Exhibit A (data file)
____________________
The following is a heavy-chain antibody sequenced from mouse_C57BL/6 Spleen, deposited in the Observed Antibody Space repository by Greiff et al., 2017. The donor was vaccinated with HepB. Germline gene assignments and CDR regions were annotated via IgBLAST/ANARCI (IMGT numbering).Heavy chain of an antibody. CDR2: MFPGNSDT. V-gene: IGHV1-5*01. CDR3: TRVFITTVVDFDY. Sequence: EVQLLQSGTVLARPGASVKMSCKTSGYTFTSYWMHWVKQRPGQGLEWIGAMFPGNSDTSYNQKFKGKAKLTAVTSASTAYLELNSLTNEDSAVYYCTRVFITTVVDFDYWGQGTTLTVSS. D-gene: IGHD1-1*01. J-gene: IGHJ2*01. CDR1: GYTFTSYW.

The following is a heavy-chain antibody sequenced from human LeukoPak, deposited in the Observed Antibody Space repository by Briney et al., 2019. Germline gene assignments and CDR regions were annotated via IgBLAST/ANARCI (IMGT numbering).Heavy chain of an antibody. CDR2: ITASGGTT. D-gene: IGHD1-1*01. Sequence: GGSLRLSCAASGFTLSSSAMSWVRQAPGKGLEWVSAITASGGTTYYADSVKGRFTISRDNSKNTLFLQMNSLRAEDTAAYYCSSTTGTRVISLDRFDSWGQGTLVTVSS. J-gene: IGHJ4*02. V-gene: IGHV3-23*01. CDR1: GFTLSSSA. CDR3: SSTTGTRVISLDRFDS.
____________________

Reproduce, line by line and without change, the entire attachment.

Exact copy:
The following is a heavy-chain antibody sequenced from mouse_C57BL/6 Spleen, deposited in the Observed Antibody Space repository by Greiff et al., 2017. The donor was vaccinated with HepB. Germline gene assignments and CDR regions were annotated via IgBLAST/ANARCI (IMGT numbering).Heavy chain of an antibody. CDR2: MFPGNSDT. V-gene: IGHV1-5*01. CDR3: TRVFITTVVDFDY. Sequence: EVQLLQSGTVLARPGASVKMSCKTSGYTFTSYWMHWVKQRPGQGLEWIGAMFPGNSDTSYNQKFKGKAKLTAVTSASTAYLELNSLTNEDSAVYYCTRVFITTVVDFDYWGQGTTLTVSS. D-gene: IGHD1-1*01. J-gene: IGHJ2*01. CDR1: GYTFTSYW.

The following is a heavy-chain antibody sequenced from human LeukoPak, deposited in the Observed Antibody Space repository by Briney et al., 2019. Germline gene assignments and CDR regions were annotated via IgBLAST/ANARCI (IMGT numbering).Heavy chain of an antibody. CDR2: ITASGGTT. D-gene: IGHD1-1*01. Sequence: GGSLRLSCAASGFTLSSSAMSWVRQAPGKGLEWVSAITASGGTTYYADSVKGRFTISRDNSKNTLFLQMNSLRAEDTAAYYCSSTTGTRVISLDRFDSWGQGTLVTVSS. J-gene: IGHJ4*02. V-gene: IGHV3-23*01. CDR1: GFTLSSSA. CDR3: SSTTGTRVISLDRFDS.